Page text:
Private cars to be banned from College Green from end of May

New traffic management measures announced by Dublin City Council aim to remedy traffic congestion in the city. 

Private cars are to be permanently banned from College Green from the end of the month as part of new traffic regulations announced by Dublin City Council (DCC).

The College Green Pathfinder Project will see the implementation of a 24/7 bus corridor, exclusively for the use of public transport, which at present operates 12 hours a day on weekdays only.

The scheme aims to allow more space for pedestrians and cyclists while also alleviating traffic congestion on College Green.

Dame Street and Foster Place will also see an increase in footpath space, in the hopes of facilitating the enhancement of Foster Place, “a hidden gem in the heart of the city”.

DCC said of Foster Place: “Nestled between some of the city’s most historic buildings, including the Bank of Ireland and the Irish Stock Exchange, the area will become a more inviting public space with planters and public seating.”

Much of Foster Place and College Green is owned by College and used as office spaces.

DCC also plans to reduce taxi spaces at Foster Place and increase the number of taxis at the main College Green rank. The Disabled Parking Bay on Foster Place will be kept in place.

According to the council, over half a million pedestrians and 2 million passengers on public transport travel through the College Green bus gate weekly, as compared to “just 27,000 private vehicles”.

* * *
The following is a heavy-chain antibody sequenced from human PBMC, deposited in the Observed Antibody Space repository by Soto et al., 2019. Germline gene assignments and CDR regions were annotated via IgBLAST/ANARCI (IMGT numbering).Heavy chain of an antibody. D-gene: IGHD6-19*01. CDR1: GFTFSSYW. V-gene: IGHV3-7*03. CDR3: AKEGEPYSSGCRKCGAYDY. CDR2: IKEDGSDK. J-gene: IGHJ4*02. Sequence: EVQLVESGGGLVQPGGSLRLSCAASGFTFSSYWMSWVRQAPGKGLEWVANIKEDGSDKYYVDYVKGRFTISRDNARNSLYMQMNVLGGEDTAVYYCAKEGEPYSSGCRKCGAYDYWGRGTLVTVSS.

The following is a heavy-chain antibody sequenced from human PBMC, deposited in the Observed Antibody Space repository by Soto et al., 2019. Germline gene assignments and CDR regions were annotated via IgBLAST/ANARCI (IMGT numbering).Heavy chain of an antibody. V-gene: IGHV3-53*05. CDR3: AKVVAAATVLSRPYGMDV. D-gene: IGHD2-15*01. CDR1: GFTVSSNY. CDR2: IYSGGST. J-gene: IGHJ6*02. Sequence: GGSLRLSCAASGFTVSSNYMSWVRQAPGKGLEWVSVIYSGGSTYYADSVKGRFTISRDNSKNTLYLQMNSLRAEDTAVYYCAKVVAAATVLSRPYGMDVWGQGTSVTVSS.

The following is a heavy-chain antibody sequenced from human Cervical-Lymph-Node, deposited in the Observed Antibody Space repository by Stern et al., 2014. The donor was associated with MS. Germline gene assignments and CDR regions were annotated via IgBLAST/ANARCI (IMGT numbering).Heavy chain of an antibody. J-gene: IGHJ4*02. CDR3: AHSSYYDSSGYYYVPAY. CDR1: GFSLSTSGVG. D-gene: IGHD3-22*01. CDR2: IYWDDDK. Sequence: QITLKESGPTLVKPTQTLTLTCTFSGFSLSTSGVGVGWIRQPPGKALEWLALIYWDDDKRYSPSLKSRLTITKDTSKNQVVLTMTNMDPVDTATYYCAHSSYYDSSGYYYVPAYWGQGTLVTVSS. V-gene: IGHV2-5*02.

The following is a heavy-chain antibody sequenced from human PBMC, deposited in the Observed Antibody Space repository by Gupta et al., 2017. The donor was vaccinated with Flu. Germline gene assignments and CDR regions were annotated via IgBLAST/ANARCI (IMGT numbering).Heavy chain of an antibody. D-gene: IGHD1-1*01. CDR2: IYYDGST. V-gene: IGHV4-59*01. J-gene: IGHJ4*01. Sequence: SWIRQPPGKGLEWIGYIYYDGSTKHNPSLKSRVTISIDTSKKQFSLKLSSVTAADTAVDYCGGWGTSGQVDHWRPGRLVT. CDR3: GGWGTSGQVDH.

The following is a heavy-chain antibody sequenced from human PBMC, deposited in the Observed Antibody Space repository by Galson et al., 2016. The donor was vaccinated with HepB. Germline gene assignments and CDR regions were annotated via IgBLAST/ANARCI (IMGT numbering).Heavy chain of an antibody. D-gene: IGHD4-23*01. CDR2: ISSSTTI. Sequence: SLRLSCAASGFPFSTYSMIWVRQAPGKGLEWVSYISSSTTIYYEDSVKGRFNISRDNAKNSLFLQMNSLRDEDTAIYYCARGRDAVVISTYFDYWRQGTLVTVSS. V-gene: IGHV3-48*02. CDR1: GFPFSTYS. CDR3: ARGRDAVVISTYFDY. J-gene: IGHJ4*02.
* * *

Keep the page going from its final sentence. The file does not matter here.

The new traffic measures hope to “reallocate the road space exclusively to sustainable modes of transport” which currently applies to 97% of the journeys through College Green.

Caroline Conroy, Lord Mayor of Dublin said: “The traffic management measures will improve public transport times, as well as creating a more relaxing and inviting environment to enjoy our historic city centre.”

“This is in accordance with the objective for College Green in the development plan 2022-2028,” Conroy concluded.

The Pathfinder Programme was originally launched by Minister for Transport Eamon Ryan in October of 2022. It is made up of 25 model transport projects which aspire to demonstrate the usefulness of public spaces over the next 3 years.

“The Pathfinder Programme is all about accelerating transport projects that can deliver tangible and sustainable changes for communities” said Minister Ryan.

“These interventions will do just that; contributing towards a more liveable and enjoyable city.”

This follows the rejection of the College Green plaza plans in 2018 by an Bord Pleanála due to concerns about negative impacts on bus routes.

All traffic measures and work on Foster Place will begin as of Monday, May 29.

Aoibhinn Clancy

Aoibhínn Clancy is the Deputy News Editor of Trinity News and is currently in her Junior Sophister Year studying History and Political Science.